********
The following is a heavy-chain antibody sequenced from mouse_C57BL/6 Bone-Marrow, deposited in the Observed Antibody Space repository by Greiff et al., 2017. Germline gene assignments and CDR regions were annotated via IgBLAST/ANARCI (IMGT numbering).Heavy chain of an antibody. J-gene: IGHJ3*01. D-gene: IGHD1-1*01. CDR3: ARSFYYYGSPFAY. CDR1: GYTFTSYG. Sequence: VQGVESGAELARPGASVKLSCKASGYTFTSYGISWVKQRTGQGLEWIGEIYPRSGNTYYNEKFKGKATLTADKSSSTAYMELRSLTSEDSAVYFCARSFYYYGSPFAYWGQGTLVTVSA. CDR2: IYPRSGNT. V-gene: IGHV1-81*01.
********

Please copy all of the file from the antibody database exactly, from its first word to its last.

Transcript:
The following is a heavy-chain antibody sequenced from mouse_C57BL/6 Bone-Marrow, deposited in the Observed Antibody Space repository by Greiff et al., 2017. Germline gene assignments and CDR regions were annotated via IgBLAST/ANARCI (IMGT numbering).Heavy chain of an antibody. J-gene: IGHJ3*01. D-gene: IGHD1-1*01. CDR3: ARSFYYYGSPFAY. CDR1: GYTFTSYG. Sequence: VQGVESGAELARPGASVKLSCKASGYTFTSYGISWVKQRTGQGLEWIGEIYPRSGNTYYNEKFKGKATLTADKSSSTAYMELRSLTSEDSAVYFCARSFYYYGSPFAYWGQGTLVTVSA. CDR2: IYPRSGNT. V-gene: IGHV1-81*01.